Tuesday, March 24, 2009

Stop Listening

Yesterday in a fit of multitasking I was reading economic analysis on the computer screen while listening to the news on the radio. "Existing home sales unexpectedly rebounded 5.1% in February it was reported today...," I heard.

At precisely the same moment I was reading, "Existing home sales fell 4.6% it was reported today." That is about as close as one can get to the spin cycle in full force.

The National Association of Realtors has been among the most egregious of distorters in the past year. Mark Twain spoke long ago of liars, damned liars and statistics. The NAR makes his hundred year old commentary more useful now than ever.

Real Estate is a seasonal industry. Each year home sales reach lows in winter months and begin to regain ground throughout spring and summer. To compare February sales to January is meaningless, to report it as anything else is dishonest. The country could use some positive economic news without a doubt, but to continue to erode trust with misleading information is maddening.

This is precisely the sort of nonsense and doublespeak that we do not need. We've heard it from politicians, bankers, investment pundits. Citibank is "making" money says the CEO of Citibank. Real Estate is moving higher, says the President of the NAR. "Toxic Assets" yesterday have been rechristianed, "Legacy Assets." This is called "talking your book" in trading speak. Lately talking one's book is standard operating procedure in a CYA society. Maybe P.T. Barnum was right. You can fool some of the people all of the time.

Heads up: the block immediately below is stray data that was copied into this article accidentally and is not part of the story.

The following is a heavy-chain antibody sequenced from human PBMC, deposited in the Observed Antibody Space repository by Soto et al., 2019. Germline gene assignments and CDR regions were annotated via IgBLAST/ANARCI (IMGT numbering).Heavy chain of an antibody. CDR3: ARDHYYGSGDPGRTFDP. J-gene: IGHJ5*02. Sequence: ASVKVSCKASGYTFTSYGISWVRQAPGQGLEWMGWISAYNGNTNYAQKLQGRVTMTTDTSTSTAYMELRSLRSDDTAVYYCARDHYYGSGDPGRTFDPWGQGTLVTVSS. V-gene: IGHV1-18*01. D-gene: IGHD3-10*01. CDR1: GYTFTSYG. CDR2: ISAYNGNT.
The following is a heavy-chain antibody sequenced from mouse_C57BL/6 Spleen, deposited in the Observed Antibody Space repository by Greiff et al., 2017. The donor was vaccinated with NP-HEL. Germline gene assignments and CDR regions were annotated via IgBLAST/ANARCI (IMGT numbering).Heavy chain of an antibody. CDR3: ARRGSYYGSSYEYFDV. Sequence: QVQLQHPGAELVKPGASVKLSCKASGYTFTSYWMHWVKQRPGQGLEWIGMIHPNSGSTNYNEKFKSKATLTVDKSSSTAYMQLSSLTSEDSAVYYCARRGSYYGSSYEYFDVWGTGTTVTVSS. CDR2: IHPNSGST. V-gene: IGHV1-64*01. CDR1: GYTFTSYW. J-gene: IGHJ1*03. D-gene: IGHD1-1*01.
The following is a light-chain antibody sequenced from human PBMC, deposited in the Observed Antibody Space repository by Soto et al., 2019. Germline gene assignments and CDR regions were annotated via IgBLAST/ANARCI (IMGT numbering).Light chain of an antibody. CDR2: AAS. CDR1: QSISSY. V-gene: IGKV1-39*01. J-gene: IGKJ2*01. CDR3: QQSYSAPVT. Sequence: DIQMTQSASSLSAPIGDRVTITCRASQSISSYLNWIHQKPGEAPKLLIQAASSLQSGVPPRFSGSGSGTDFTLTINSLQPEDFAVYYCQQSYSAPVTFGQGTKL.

February existing home sales FELL in February from the PREVIOUS February. I did not notice in the NAR press release that foreclosures soared in February and sales prices plummeted.

Is it any wonder people find it increasingly difficult to trust sources of information that should provide objective reporting? I expect next year we'll see, "toy sales soar in December from lower November!" "Lawn mowers showed strong signs of renewed growth in March following lackluster February." We will likely drown in this sea of worthless misleading drivel. So much for the information age.

John Barnyak